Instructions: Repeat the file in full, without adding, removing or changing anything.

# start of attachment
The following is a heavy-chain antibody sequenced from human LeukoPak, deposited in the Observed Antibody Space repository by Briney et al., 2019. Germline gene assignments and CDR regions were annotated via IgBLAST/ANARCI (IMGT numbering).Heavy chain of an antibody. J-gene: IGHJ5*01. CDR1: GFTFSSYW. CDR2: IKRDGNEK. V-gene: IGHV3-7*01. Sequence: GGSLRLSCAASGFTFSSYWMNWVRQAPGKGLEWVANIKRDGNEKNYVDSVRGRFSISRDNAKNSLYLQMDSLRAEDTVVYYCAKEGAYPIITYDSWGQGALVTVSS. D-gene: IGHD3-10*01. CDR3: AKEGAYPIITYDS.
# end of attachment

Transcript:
The following is a heavy-chain antibody sequenced from human LeukoPak, deposited in the Observed Antibody Space repository by Briney et al., 2019. Germline gene assignments and CDR regions were annotated via IgBLAST/ANARCI (IMGT numbering).Heavy chain of an antibody. J-gene: IGHJ5*01. CDR1: GFTFSSYW. CDR2: IKRDGNEK. V-gene: IGHV3-7*01. Sequence: GGSLRLSCAASGFTFSSYWMNWVRQAPGKGLEWVANIKRDGNEKNYVDSVRGRFSISRDNAKNSLYLQMDSLRAEDTVVYYCAKEGAYPIITYDSWGQGALVTVSS. D-gene: IGHD3-10*01. CDR3: AKEGAYPIITYDS.